Wednesday, January 30, 2013

Smell the Flower; Blow Out the Candle. A Simple and Effective Way to Finding and Teaching CALM.

Waking up this morning with another full night of sleep felt heavenly.  All the things on my list of things to do seemed perfectly manageable.  The pre-moving things like researching schools in Asheville, NC, looking for a home, thinking about insurance carriers, and deciding on things I needed to go through to get rid of...these all seemed like reasonable feats.  Even in addition to marathon training, raising three kids and the normal every day things that come with life.  Everything seemed smooth sailing.

Barrel full of FEELINGS
Three Year Old
Woke UP!

It made for quite the morning.  Forget trying to get my daughters out the door with a smile and joke.  I was lucky to be breathing as I huffed out an "I love You" and smacked a kiss on their pretty little cheeks while the sound of tantruming 3 year old came rumbling down the hallway and out the front door.  More effective than any rooster would be in waking up the neighbors.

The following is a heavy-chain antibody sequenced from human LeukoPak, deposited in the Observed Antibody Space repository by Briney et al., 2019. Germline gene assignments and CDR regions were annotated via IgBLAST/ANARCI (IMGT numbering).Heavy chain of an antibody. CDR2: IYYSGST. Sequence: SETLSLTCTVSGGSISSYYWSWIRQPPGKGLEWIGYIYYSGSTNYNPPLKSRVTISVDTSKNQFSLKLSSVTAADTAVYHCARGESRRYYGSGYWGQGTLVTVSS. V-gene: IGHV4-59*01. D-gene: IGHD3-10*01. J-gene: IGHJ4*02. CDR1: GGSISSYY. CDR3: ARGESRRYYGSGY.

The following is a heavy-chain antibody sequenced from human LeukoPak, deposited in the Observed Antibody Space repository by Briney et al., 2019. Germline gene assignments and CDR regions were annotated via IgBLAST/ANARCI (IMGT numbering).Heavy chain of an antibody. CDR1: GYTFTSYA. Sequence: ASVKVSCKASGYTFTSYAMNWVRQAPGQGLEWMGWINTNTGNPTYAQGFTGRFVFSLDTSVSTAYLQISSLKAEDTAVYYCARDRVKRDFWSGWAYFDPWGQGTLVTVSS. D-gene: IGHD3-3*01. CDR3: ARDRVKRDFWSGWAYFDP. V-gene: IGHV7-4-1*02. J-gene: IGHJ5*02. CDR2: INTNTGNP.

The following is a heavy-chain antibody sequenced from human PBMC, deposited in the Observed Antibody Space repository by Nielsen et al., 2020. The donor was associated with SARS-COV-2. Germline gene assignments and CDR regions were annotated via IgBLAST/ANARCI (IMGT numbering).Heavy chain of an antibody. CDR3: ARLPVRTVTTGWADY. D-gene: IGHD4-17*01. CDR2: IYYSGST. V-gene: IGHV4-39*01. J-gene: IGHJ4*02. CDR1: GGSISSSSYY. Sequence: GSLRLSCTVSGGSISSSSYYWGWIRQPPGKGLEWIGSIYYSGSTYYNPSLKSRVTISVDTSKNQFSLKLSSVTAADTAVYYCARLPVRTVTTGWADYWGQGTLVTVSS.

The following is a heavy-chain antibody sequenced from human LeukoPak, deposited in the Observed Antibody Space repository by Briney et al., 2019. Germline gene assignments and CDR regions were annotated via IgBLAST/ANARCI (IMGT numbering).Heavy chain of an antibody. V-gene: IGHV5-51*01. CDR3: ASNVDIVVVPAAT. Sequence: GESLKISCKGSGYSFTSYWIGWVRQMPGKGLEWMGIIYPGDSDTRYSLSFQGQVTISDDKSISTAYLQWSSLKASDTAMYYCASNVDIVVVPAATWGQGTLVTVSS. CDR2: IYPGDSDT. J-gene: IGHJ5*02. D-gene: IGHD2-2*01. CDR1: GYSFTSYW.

Now, after calming my son and having him relax next to me with his highlighter and journal while listening to some annoying kid song about feelings,  I'm trying to get my once calm and happy heart to come down to a normal level again instead of feeling like it is going to pop out of my chest.  Writing helps. So does deep breathing. And really, now that my son is calm, and I've had a chance to process and get a few things done around the house, I'm feeing much more CALM.

The things I do to calm myself have been learned over the years.  I know what works for me:

  • Breathing deeply
  • Self Talk..."Okay, Amanda, think before you speak.  You're the best teacher he has right now so model model model."
  • Writing
  • Being productive...just starting to get things done around the house.
  • Talking to others...Feeling HEARD.  
My first response in dealing with my son when he starts acting like a major jerk of a three old is to act like a major jerk of a 34 year old right back.  I want to yell.  I want to send him to his room with no explanation.  I want to have a big fat MOMMY TANTRUM.  And you know, many times I do just that.  More times than I want to admit.  But today I was able to step outside of myself a little and see things from my son's perspective. 

 I reminded myself:
  • He's Three.